How To Be A “Good” Fan

So you’re a fan of the game of soccer. That’s great, we need people who are passionate about the sport, and want to help it grow. However, just because you are a fan of the game doesn’t mean that you get to act however you please. Just because you want your team to win, and want to help them to achieve this goal, doesn’t give you the right to do anything in your power to try and help them. Yelling at the referees, opposing players, or even members of the team that you support because you feel that they are not playing well enough in your opinion, is not positive fan behavior. This is especially true if you’re a parent of a player, as you are expected to be a positive role model, and a positive influence on the game. You need to be supportive, not negative. Don’t focus on tearing down your opponents, but rather focus on building up the team that you support and that you want to do well. If you are a parent of a player remember the coach has your child’s best interest at heart to. If you’re not a parent, remember that the player you are harassing is somebody else’s kid. Be cognizant that if you are yelling, and acting in negative manner, would you really want to have that behavior mimicked by your kids or by other young children? Screaming at the other team isn’t it going to help your team win, and if anything, it just makes you look bad.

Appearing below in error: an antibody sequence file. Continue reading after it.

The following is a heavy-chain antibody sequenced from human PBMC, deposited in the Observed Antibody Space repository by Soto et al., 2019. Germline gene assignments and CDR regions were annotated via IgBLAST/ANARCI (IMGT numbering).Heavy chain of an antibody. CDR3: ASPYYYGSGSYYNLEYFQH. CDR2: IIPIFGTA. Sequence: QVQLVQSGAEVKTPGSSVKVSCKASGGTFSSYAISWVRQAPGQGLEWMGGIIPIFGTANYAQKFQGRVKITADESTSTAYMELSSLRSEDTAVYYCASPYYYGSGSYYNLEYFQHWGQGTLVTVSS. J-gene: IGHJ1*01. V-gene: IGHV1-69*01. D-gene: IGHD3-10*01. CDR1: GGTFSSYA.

Crossing The Line As A Coach: Dealing With The Other Team

While traditionally coaches of teams don’t have many issues with their opposing counterparts, or the players on the other team, issues can still occasionally occur that can lead to potentially negative situations. With that in mind it is important to remain respectful when dealing with coaches and members of another team. Sometimes you might not like the opposing coach or the other team, and whether or not you win or lose, you might want to just yell at them because it makes you feel better. Coaches are human being too, and as a coach you can sometimes get riled up by the opponents. However, remember that when you have a negative interaction with another coach or player on another team, you are essentially telling your players that it’s ok to act in this manner, and that these types of behaviors are normal and acceptable. Sometimes you need to be the bigger person, and to remember you’re the role model and often the face of your team. Team’s and players often take on the identify and values of their coach,  and how you act on the field will often dictate how your players act on the field. If the coach or a player of an opposing team is crossing the line, use it as a learning experience for your players, and explain to them why those actions are not appropriate. Turn a negative into a positive by teaching your players how they should be acting.